t8n: The federal government’s climate plan closely mirrors the NDP carbon tax here in Alberta. In the face of these restrictions, how would you transition Alberta away from a reliance on the fossil-fuel industry?
SK: I think there are two questions there. One is regarding the NDP version of the carbon tax, which I believe people are really going to start feeling the impacts of early this year. Ultimately, it’s an insincere wealth-transfer.
When I’m leader, we will absolutely do away with it. I truly believe that it’s not effective and that it’s not going to achieve the purposes that it aims to accomplish. That’s my critique.
I’ll say, from a historical perspective, Alberta was one of the very first jurisdictions to put a tax on carbon. I’ve talked to some of the folks who were in the federal government’s Department of Trade at that time, and what they’ve said is that the way we implemented the tax in 2007 didn’t have an adverse effect on the pocketbooks of individuals in Alberta, and it helped both Alberta and Canada from a competitive standpoint. If you look at jurisdictions like British Colombia, who have put a tax on carbon without taxing individuals, you’re seeing much better results. What we need are Alberta-made solutions. We need to come from a standpoint that recognizes that the taxpayer can only be hit so many times.
Anything we do with that carbon tax needs to be based on sound data and sound scientific evidence.
These are the things that we need to talk about, and at the same time, we need to take a page out of the books of places like Saskatchewan, where they are pushing back on the feds and investing in tech that will help reduce their carbon footprint while maximizing their resources. That is an intelligent and practical way to handle things and a value-for-money way to handle things.
To ignore the fact that our economy is driven by the petro-chemical industry is folly. We need to increase the value of industry throughout the province—and not just when it comes to the petro-chemical sector, but in agriculture and forestry as well. In doing so, we can develop technologies that we can use to become global leaders and then export those technologies around the world. Those are the real and tangible ways of diversifying and sustaining our economy at the same time.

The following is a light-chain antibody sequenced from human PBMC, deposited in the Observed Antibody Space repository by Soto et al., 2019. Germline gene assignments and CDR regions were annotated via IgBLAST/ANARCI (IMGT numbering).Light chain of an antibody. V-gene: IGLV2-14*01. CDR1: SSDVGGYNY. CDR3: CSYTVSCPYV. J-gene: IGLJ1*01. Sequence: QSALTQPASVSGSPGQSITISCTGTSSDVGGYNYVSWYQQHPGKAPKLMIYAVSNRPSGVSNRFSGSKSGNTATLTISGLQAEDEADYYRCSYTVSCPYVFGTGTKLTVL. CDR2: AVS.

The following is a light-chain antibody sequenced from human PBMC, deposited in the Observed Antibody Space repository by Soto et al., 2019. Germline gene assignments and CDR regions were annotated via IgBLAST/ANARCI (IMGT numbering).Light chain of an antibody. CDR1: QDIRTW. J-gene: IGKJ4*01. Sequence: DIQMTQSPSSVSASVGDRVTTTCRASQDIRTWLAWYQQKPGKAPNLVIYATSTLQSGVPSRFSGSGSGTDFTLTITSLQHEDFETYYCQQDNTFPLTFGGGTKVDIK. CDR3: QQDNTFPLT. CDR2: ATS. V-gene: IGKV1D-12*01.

t8n: Sandra Jensen crossed the floor, and Donna Kennedy-Glans dropped out of the leadership race due to threats and harassment. How would you address the widespread bullying that’s taking place in Alberta politics?
SK: Bullying on any level is completely unacceptable. We teach our children in school that bullying is unacceptable, and in the workplace there are countless HR manuals being produced that forbid bullying and intimidation. I just can’t fathom how anyone in a leadership position would tolerate bullying in the political arena. Under my leadership, there will be a zero-tolerance for bullying and threats. I spoke with Sandra the day after she dropped out of the leadership race, and it wasn’t just the incident in Red Deer that drove her to her decision. That was just the tip of the iceberg. The harassment was on social media and in public forums. She was just being belittled everywhere, by and large, by one segment of the PC leadership campaign. It has to be declared loud and clear from anyone in a leadership position that bullying tactics are completely unacceptable.
t8n: What, if anything, would you do to change the climate for women in politics?
SK: When it comes to gender equality and women taking on prominent leadership roles in politics, I’ll tell you as a husband, and as a father to a daughter and as somebody who has been surrounded by strong, brilliant and incredibly effective women all his life, this is an issue that needs to be resolved. It’s going to take strong leadership to do so. That comes from building a team that is a reflection of Alberta and the values that Albertans hold. The team that I intend to build will be a younger team. It will be a gender-balanced team. It will be a team that is ethnically diverse and one that fully represents what Alberta looks like in 2017.